marcus.brinkmann at ruhr-uni-bochum.de
Thu Jan 12 14:29:09 CET 2006
On Thu, 2006-01-12 at 09:36 +0100, Dirk Stoecker wrote:
> I am
> nevertheless required to have this page released due to the LGPL license
> of libgcrypt.
You are required to comply with the conditions of the LGPL. These
conditions say nothing about a web page.
> That is a matter of fact, as it contains all the fixes necessary to
> get the stuff running in our environment. I will not spend any amount of
> time to make that perfectly seperated individual fixes when getting
> ignored. I really have not enough time to be wasted.
If you want to have your patches applied to the main tree, then you are
asked to submit patches for separat issues individually, so we can
review them individually and accept/reject/ignore them on an individual
basis. This also helps you, because you will decrease your chances of
being ignored completely. You say you don't want to spend any amount of
time to make the patches perfect and separate when getting ignored.
However, why do you expect that we spend this time to make the patches
perfect and separate if we don't even know what they would do?
Developing free software cooperatively is not a game where one party
tries to get the other party to do the work for you. We did not ask you
to spend the work on these patches without prior discussion what would
be a good way to accomplish your goal. Consecutively, I think it is a
bit unfair to blame us for not accepting your patches and ignoring your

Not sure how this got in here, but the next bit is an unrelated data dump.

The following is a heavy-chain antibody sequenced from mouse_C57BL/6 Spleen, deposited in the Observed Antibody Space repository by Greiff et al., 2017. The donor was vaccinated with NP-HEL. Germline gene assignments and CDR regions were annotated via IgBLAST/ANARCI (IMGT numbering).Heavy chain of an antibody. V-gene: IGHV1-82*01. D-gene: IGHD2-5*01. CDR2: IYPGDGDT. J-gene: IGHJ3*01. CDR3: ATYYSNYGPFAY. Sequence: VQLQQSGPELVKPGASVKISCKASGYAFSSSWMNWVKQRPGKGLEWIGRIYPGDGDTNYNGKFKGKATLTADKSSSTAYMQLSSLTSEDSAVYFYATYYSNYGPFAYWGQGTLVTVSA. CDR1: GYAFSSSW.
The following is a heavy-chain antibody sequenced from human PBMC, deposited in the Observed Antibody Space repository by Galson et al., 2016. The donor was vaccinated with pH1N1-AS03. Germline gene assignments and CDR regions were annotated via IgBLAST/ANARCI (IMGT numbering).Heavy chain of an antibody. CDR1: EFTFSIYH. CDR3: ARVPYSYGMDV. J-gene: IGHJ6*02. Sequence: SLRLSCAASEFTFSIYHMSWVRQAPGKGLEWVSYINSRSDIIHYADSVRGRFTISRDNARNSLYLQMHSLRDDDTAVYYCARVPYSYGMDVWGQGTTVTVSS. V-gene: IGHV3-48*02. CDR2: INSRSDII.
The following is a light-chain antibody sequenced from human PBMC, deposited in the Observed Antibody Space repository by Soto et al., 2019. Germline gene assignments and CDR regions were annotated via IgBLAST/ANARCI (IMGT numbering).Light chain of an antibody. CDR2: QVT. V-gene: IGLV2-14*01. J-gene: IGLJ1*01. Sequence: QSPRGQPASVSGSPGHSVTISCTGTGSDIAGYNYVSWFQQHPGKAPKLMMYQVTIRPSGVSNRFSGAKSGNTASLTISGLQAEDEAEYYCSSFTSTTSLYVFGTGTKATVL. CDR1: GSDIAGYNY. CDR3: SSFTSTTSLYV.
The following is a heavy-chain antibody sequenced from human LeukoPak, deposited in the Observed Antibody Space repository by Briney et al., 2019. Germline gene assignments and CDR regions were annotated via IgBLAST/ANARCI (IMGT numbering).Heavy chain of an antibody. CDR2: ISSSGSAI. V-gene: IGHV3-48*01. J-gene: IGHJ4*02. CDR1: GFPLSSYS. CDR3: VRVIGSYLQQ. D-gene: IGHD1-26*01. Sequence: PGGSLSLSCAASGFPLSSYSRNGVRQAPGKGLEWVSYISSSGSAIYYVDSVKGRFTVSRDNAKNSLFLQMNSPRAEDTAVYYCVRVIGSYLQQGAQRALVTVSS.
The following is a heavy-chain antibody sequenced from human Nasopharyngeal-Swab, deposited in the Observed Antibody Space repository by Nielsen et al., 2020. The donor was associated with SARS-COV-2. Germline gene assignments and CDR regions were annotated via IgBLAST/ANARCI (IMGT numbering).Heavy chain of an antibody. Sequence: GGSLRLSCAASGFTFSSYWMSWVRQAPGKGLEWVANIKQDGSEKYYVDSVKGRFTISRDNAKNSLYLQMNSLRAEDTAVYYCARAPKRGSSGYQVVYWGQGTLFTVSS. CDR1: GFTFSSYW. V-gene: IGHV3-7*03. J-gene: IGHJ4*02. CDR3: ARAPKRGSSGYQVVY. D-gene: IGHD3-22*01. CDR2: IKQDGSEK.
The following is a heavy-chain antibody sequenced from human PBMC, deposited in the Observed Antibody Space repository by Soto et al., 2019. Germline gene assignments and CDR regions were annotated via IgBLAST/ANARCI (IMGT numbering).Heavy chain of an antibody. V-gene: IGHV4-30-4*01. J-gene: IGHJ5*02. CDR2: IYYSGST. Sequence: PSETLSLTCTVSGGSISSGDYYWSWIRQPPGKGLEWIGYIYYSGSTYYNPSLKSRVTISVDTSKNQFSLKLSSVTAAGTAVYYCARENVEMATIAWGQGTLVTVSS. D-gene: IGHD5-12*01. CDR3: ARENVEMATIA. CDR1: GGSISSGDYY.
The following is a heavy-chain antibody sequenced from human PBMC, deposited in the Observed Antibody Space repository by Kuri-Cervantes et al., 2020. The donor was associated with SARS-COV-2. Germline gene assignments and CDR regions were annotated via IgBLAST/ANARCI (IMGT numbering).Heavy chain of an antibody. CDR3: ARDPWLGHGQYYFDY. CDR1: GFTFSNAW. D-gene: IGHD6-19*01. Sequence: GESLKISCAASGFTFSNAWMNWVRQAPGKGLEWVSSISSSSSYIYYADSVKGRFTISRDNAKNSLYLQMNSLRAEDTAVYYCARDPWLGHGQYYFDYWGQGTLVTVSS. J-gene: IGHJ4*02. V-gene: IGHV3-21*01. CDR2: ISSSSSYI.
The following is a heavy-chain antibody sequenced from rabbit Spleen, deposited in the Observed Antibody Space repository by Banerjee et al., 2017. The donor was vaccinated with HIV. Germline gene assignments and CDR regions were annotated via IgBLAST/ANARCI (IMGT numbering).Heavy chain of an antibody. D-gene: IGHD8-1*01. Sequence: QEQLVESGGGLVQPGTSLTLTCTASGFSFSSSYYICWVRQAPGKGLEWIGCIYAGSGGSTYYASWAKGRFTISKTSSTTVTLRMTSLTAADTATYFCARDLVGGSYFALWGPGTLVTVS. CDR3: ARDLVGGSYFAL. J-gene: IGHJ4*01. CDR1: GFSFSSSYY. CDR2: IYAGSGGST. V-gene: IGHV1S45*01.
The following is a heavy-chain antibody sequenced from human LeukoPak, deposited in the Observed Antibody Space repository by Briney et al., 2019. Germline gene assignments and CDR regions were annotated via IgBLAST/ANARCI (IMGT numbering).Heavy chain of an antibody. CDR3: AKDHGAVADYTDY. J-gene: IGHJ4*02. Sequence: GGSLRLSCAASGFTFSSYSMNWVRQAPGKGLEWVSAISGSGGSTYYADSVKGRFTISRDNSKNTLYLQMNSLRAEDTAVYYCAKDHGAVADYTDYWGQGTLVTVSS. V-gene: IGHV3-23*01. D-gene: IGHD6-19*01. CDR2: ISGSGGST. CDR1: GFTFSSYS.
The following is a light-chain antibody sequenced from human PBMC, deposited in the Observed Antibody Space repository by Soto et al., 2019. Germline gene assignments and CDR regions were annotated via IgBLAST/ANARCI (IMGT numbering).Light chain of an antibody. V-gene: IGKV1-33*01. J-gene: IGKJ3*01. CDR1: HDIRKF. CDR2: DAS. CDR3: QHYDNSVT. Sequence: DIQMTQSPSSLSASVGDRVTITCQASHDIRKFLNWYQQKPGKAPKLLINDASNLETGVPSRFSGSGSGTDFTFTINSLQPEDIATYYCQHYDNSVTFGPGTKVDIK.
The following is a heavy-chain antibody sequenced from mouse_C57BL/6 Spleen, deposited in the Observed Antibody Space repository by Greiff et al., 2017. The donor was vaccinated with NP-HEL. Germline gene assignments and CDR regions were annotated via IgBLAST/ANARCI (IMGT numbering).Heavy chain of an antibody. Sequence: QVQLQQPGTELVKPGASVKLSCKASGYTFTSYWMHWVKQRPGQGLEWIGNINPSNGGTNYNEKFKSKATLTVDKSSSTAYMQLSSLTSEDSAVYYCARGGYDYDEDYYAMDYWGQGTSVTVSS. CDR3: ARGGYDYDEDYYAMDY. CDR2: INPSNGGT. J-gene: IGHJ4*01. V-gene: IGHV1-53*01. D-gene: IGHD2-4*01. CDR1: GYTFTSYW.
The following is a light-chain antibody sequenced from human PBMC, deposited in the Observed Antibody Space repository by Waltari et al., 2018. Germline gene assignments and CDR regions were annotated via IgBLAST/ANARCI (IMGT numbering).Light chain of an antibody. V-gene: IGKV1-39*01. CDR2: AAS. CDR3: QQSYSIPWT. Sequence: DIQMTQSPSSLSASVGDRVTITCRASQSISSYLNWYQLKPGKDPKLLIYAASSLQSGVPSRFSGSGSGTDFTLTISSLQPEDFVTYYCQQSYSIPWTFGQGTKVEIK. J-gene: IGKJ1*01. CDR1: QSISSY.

> Remove the finalization calls and the few related lines from the patch
> and you get all the other memory leak based fixes. I will no do it, as I
> need to assume it will get ignored again.
A quick glance shows that this is not true. For example, there is an
unexplained modification to configure.ac. If you want a guideline for
what a good policy is to follow when submitting patches, have a look at
what is required from patch submitters to the glibc project.
> > One such issue is finalization. It seems to me that your code does not
> > handle finalization correctly.
> An fix would be to have an initialization and finalization counter
> and do delayed finalization.
I agree that this sounds like a promising strategy.
> You have better insight into the topic to
> find out, how this would be needed to be implemented, as reference
> counting in the current state with automatic initializer calls is a bit
I don't understand what's complicated about it. Can you elaborate?
> Well, the idea of libgcrypt 2 to have an context based approach will
> hopefully fix the related issues.
It might, but it's some time I talked to Moritz about it, and I don't
know if he addressed the shared global resource issues and how.
> Enforcing development in this area would surely help a lot.
Development is not enforced. It is done voluntarily, and/or funded.
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